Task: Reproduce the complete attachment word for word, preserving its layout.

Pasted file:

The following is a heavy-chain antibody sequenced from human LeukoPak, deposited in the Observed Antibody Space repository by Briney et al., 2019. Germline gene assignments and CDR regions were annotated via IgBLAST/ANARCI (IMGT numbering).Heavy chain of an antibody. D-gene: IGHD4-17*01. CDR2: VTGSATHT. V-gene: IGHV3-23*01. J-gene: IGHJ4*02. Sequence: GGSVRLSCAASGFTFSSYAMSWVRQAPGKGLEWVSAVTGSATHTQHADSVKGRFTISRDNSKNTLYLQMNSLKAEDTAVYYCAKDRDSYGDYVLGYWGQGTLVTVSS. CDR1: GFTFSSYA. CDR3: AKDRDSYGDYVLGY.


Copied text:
The following is a heavy-chain antibody sequenced from human LeukoPak, deposited in the Observed Antibody Space repository by Briney et al., 2019. Germline gene assignments and CDR regions were annotated via IgBLAST/ANARCI (IMGT numbering).Heavy chain of an antibody. D-gene: IGHD4-17*01. CDR2: VTGSATHT. V-gene: IGHV3-23*01. J-gene: IGHJ4*02. Sequence: GGSVRLSCAASGFTFSSYAMSWVRQAPGKGLEWVSAVTGSATHTQHADSVKGRFTISRDNSKNTLYLQMNSLKAEDTAVYYCAKDRDSYGDYVLGYWGQGTLVTVSS. CDR1: GFTFSSYA. CDR3: AKDRDSYGDYVLGY.